dir: Anthony Hemingway
It’s a story that’s been told a few times, but one that bears repeating, and that is clearly deserving of a budget in the hundreds of millions of dollars range. Also, the story of the Tuskegee Airmen deserves all the attention George Lucas, his money, and his film technology can bring to the experience, surely.
After all, don’t African American actors deserve, at long last, to repeat all the corn, cheese and clichés of the Hollywood war movies of yesteryear they were so unfairly segregated from? Aren’t they due their dues by now, at long last, in this enlightened age?
Red Tails, in case you didn’t know and probably don’t care, is a story about African American pilots during World War II. It is a story George Lucas wanted to tell for decades, apparently, because of his deep connection to the subject matter(?) Look, I don’t know his real reasons, because who knows why he really does half of the stuff he does, as opposed to his publicly stated reasons. Does anyone on the planet really understand why it meant so much to him that Han Solo shooting Greedo first had to be expunged from the official record, despite the fact that we all saw it happen?
No, we don’t. When you’re that powerful, have more money than Lakshmi, the Hindu goddess of wealth, and can make whatever you want, other people don’t have to understand your desire to shape reality to your whims, they just have to cut you a check and say “Yes, George.”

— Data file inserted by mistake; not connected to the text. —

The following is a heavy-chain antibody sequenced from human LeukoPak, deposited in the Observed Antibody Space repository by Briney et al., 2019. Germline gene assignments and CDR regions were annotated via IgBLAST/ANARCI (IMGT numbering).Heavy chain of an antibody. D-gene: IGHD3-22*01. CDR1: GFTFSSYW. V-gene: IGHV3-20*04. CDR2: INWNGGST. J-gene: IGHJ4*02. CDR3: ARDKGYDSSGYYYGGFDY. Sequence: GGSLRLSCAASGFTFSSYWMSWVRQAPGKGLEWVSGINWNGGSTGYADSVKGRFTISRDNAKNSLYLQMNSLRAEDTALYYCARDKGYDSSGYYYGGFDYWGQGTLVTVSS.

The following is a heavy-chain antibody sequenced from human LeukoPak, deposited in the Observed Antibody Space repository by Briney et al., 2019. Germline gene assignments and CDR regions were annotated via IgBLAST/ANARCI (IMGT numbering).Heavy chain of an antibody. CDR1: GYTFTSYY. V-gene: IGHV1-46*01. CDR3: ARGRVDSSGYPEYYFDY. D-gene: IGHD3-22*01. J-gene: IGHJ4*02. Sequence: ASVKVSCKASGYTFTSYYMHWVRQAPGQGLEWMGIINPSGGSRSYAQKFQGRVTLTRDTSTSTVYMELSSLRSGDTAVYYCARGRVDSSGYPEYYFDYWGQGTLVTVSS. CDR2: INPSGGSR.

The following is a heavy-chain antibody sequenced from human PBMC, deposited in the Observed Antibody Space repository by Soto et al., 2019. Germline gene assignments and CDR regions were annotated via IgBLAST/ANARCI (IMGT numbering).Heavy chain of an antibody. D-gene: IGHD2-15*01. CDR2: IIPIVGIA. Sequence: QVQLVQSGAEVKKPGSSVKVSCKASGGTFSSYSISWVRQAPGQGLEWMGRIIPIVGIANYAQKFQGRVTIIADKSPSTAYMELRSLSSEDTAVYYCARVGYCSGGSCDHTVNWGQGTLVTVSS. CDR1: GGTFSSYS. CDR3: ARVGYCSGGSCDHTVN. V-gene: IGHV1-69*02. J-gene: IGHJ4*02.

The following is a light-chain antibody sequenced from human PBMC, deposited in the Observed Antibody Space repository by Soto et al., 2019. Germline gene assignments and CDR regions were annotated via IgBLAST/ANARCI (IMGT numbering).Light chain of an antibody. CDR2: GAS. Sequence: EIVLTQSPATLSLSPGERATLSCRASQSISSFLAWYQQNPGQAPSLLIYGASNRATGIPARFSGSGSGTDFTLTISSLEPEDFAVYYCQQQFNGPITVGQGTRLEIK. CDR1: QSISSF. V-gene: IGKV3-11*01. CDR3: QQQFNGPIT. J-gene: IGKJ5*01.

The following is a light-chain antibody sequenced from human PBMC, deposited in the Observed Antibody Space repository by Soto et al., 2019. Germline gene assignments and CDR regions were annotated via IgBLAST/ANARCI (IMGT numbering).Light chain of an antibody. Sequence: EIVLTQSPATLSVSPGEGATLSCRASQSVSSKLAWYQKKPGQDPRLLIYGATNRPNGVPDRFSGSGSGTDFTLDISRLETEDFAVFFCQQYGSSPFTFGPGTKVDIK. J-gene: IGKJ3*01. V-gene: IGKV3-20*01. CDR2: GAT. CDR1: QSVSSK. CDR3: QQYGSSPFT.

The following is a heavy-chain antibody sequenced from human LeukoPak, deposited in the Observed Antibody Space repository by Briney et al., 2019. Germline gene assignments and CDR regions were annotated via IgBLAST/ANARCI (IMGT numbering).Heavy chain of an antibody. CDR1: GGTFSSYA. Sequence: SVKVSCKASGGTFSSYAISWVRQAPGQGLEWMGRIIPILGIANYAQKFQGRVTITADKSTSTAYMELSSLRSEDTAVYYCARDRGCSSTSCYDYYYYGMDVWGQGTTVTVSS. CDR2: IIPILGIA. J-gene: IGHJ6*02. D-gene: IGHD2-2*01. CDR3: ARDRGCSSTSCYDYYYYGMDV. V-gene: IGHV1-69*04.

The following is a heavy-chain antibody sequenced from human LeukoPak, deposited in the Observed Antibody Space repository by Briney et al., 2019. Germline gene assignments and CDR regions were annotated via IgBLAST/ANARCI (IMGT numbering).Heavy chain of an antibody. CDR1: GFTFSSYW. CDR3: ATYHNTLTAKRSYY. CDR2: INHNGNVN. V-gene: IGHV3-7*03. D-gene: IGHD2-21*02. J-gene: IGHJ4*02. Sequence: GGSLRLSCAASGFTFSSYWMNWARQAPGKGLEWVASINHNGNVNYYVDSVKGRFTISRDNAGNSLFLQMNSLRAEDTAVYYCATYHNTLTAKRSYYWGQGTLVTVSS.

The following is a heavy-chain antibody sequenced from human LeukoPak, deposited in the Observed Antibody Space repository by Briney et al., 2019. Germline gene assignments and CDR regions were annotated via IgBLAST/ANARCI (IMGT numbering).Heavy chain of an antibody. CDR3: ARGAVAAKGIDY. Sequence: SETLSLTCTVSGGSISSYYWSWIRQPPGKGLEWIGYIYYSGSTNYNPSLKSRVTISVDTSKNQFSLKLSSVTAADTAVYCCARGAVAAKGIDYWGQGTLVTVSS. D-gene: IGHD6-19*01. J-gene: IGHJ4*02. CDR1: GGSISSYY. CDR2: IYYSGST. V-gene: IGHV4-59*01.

I remember seeing Lucas on The Daily Show talking about this film, and about how he had great difficulty getting studios to pony up cash for it, because they couldn’t imagine audiences wanting to see a film with so many African American actors in it. So he funded it himself. I don’t know if that’s true or not, because you can never tell with George, but if that was the reason it took so long to come to fruition, well, George got his wish in the end, and he also got to make a flick with aircraft getting into dogfights and blowing shit up without requiring Anakin Skywalker getting in on the act and fucking things up.
Set in 1944, and mostly in Italy as far as I could tell, these pilots are very good at what they do, but the high level brass doesn’t want them around other (white) American pilots or personnel. They have them attacking trucks and trains and such. I would have thought that was enough to keep them occupied, but no. Their commander, Colonel Bullard (Terrence Howard), agitates in Washington to get the brass to let them take the fight to the Germans directly.
At this time in America’s glorious history, African Americans are segregated throughout the armed services, by a command structure that’s happy to have them die for their country as long they’re not fighting for it too close to other white heroes. Also, they don’t want them fighting the Germans on the off chance that they might be as good at it as the other soldiers, thus invalidating the planks underpinning their continued exclusion from the playing field of civil rights.
The pilots aren’t crusading in that sense, but they are wondering when their day to be all heroic and to die for their country (in Italy) will come.
The group of pilots is as generic a group of African American pilots as you could imagine, if in fact you could imagine a group of African American pilots circa the 1940s. They also have those delightfully descriptive call sign-nicknames that takes care of all that messy characterisation and such other movies (outside of the war genre) pedantically bother with in order to help us differentiate protagonists and give a damn about them.